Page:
A tent was set up outside University of New Mexico Hospital to triage adult patients. The hospital is one of several in New Mexico that are treating a surge of people with respiratory viruses. (Roberto E. Rosales/Albuquerque Journal)

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Amid a surge of patients pushing local hospitals beyond their licensed capacity, the University of New Mexico Hospital opened a tent outside the emergency room to triage adult patients.

Other local hospitals are also taking measures to free up more space, as doctors are reporting they are treating more patients than at any point during the COVID-19 pandemic.

“This is obviously a temporary response, but it’s something that we felt like would be really helpful during this very busy time,” said Dr. Steve McLaughlin, the chair of the UNM Department of Emergency Medicine.

Physicians at Albuquerque-area hospitals held a briefing Monday morning during which they asked the public to wear masks in some settings, stay up-to-date on COVID and influenza vaccines and not to go into public when sick.

A tent was put up outside University of New Mexico Hospital to triage adult patients. Hospitals throughout the city are having to create more space to treat patients. Hospital officials said they are busier than they were during the past two winters, when COVID-19 was driving up hospital admissions. (Roberto E. Rosales/Albuquerque Journal)

“The last couple of years, when we were masking, there was very, very little influenza, very little colds, very little RSV,” said Dr. Jason Mitchell, the chief medical officer at Presbyterian Healthcare Services. “So we know that masking works.”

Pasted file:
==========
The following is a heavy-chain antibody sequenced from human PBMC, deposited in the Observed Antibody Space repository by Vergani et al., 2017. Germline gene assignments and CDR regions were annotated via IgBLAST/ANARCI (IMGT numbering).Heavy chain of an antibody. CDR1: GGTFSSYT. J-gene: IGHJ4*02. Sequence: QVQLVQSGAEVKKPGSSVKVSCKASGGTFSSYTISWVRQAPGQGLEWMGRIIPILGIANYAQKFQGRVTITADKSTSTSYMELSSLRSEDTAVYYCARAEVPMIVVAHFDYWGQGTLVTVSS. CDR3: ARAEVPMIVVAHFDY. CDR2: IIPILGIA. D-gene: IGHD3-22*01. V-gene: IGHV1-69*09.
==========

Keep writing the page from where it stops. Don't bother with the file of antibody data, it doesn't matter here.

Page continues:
Dr. Vesta Sandoval, the chief medical officer at Lovelace Health System, said respiratory syncytial virus, or RSV, influenza and COVID are all fueling the rise in hospitalizations.

“It just becomes exceptionally difficult to try and move patients throughout the state to find the correct level of care for these patients,” she said. “Everyone is experiencing what some people have termed the ‘triple-demic.’”

Dr. David Scrase, the acting health secretary, issued a public health emergency order earlier this month, which returned the state to the “hub-and-spoke” model of patient care and made it easier for hospitals to transfer patients to different facilities around the state.

Physicians at local hospitals said their recent patient populations exceed the number of patients they treated during the last two winters, when COVID was driving the hospitalizations.

“We’ve had our large RSV surge, with a lot of kids in our hospital simultaneously. We have had quite an increase in COVID patients … in the hospital, and this is the worst influenza year in the last decade,” Mitchell said. “And so we’ve got all three things coming together.”

Physicians at UNMH said that at any given time, about 100 adults and 20 children are waiting for a hospital bed. They warned people to expect long wait times in the emergency room.

What’s causing the increase in the respiratory viruses?

Sandoval said that fewer adults are getting vaccines this year. She said in a usual year, about 50% of adults get a flu vaccine. But she said in some communities this year, only about 20% of people are vaccinated against the flu.

Officials with the Department of Health didn’t say Monday how many people are getting flu shots this year compared to other years.

“The influenza vaccine has been around for a long time, and it’s really effective this year,” Mitchell said. “There’s nothing new or scary about it. So please go out and get it.”